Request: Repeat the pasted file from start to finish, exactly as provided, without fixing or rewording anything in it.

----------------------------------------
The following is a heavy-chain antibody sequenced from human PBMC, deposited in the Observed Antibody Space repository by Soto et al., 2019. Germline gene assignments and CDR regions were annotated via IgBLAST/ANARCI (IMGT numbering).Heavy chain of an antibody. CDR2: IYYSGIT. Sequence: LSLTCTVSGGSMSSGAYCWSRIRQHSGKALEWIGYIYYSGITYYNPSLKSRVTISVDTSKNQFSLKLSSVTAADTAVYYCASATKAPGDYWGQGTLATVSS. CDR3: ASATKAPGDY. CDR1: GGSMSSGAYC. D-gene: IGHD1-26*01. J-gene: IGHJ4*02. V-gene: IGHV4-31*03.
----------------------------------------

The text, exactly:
The following is a heavy-chain antibody sequenced from human PBMC, deposited in the Observed Antibody Space repository by Soto et al., 2019. Germline gene assignments and CDR regions were annotated via IgBLAST/ANARCI (IMGT numbering).Heavy chain of an antibody. CDR2: IYYSGIT. Sequence: LSLTCTVSGGSMSSGAYCWSRIRQHSGKALEWIGYIYYSGITYYNPSLKSRVTISVDTSKNQFSLKLSSVTAADTAVYYCASATKAPGDYWGQGTLATVSS. CDR3: ASATKAPGDY. CDR1: GGSMSSGAYC. D-gene: IGHD1-26*01. J-gene: IGHJ4*02. V-gene: IGHV4-31*03.